How to Support Your Child’s Immune System as They Return to School Unvaccinated

children wearing masks at school

Most children are returning to in-person school and kids under 12 are still not eligible to be vaccinated against COVID-19, but there are steps parents can take to help support their child's immune system.

Emergency physician Dr. Leana Wen notes the data on immune health and COVID is still not known but says these tips may improve someone's overall health, which is always beneficial. "We don't know the degree to which improving your immunity would ward off Covid in some way. That might make common sense, but we don't have the data to say that that's the case. However, from a common-sense perspective, we should be doing everything we can to improve health anyway," she tells CNN.

The expert-backed immune-supporting tips -- many of which are also recommended by the CDC -- parents should follow include:

Continue to wash hands regularly: "Handwashing is huge. It's the number one thing that we can teach our kids to wash their hands frequently, as much as their setting allows," Dr. Maya Adam, a clinical assistant professor of pediatrics at Stanford University, says. The experts say kids need to wash their hands when they get home from school and before eating.

Stay on top of other immunizations: Despite kids under 12 not being eligible for the COVID vaccine, the experts strongly urge parents to ensure their child has all of their other age-appropriate vaccinations.

Serve meals with healthy whole foods: The CDC notes, "Eating a healthy diet with plenty of fruits and vegetables, lean protein, and whole grains as well as the appropriate amount of calories is important for your health... good nutrition can help support optimal immune function." CNN notes foods rich in Zinc and B, C and A vitamins may be beneficial to immune health as well.

Gut health is important for kids too: "The microbiome in our gastrointestinal tract helps regulate how our immune system works," CNN explains, and encourages kids to eat foods like yogurt, kefir, kimchi, sauerkraut, sourdough bread, and suggests consuming foods in their whole forms (which contain more fiber) when possible.

Get good and adequate sleep: Sleep is vital to so many aspects of our health, including immune function, and the experts stress the importance of creating healthy and consistent sleep routines for children. The CDC warns, "Insufficient sleep has been linked to depression, as well as chronic diseases that may increase the risk of severe illness from COVID-19 such as heart disease, type 2 diabetes, and obesity."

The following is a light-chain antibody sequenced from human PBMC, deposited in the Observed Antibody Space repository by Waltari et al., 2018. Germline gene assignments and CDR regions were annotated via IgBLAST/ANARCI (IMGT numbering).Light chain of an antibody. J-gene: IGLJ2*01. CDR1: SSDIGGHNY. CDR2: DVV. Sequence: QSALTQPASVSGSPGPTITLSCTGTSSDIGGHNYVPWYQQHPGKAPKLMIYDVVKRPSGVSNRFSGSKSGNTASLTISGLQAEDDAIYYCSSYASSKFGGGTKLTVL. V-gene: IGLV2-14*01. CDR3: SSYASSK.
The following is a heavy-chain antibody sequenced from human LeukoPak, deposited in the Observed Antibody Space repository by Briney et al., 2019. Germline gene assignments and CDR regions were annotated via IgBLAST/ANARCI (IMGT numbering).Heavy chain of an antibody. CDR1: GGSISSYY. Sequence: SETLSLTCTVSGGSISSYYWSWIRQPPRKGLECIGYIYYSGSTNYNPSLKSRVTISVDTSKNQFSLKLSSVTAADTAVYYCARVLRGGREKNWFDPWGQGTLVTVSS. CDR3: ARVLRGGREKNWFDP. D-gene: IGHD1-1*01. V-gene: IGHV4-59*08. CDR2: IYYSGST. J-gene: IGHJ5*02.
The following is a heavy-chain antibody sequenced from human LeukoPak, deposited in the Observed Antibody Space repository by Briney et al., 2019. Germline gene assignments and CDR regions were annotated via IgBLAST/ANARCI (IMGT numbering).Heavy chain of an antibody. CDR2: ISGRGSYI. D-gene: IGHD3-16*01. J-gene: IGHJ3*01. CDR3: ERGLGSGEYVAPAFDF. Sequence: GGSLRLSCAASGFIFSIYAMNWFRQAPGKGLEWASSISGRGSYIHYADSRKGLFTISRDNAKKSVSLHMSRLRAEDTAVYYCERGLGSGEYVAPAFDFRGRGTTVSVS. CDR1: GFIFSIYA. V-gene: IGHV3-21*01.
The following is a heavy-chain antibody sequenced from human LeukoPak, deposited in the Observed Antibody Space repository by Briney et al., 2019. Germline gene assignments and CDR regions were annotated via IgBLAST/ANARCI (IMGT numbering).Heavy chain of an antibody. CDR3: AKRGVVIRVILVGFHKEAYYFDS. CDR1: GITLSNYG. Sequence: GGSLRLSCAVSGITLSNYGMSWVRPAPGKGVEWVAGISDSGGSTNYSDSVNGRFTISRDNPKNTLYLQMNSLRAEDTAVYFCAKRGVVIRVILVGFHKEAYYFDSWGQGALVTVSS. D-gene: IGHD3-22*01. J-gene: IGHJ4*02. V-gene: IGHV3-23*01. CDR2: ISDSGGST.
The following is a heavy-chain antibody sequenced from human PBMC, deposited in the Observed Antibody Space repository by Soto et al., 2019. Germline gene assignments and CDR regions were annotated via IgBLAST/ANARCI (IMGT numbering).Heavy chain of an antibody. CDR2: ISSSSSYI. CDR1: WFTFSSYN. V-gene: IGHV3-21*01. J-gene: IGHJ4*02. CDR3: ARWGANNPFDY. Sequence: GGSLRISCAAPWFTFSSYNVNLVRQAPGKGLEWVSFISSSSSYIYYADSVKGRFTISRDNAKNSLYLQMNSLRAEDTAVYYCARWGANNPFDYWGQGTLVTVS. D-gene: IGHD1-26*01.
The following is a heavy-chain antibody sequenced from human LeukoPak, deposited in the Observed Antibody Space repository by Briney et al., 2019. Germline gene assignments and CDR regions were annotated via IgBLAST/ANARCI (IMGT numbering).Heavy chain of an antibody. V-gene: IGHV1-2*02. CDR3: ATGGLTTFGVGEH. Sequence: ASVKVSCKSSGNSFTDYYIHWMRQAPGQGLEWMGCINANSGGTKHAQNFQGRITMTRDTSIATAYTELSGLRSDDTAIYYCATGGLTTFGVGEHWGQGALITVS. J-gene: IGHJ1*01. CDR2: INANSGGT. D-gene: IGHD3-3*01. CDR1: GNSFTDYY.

Monitor and try to reduce stress: CNN notes that chronic stress has been shown to depress the immune system and their experts encourage parents to keep an open dialogue with their kids about how they are feeling. Dr. Adam suggests, "If you're going to eat, try and time it so that you can eat with your kids and talk to them. There's a lot of research that's been done on mealtimes and how beneficial that is for kids' mental health because it gives them a regular forum where they can bring up things... it's much less effective to go to a child and say, 'Is anything bothering you?'"

Play outside as much as possible: Being active is vital for all of us, especially kids, and the experts suggest getting outside to play when possible. The CDC also notes, "Physical activity can also help prevent diseases that increase a person’s chances of having severe illness from COVID-19 such as heart disease and type 2 diabetes [and] emerging research suggests it may also help boost immune function."

The Doctors encourage parents to get their kids vaccinated if they are eligible. Find out where to get your free COVID-19 vaccine, here or search vaccines.gov, text your ZIP code to 438829, or call 1-800-232-0233 to find locations near you in the U.S.

More: Why Now Is a Dangerous Time of the Pandemic for Kids

More: COVID Delta Variant: What’s Safer to Do & What’s Risky

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Playing Drs. Rx: The Boost to Your Immune System

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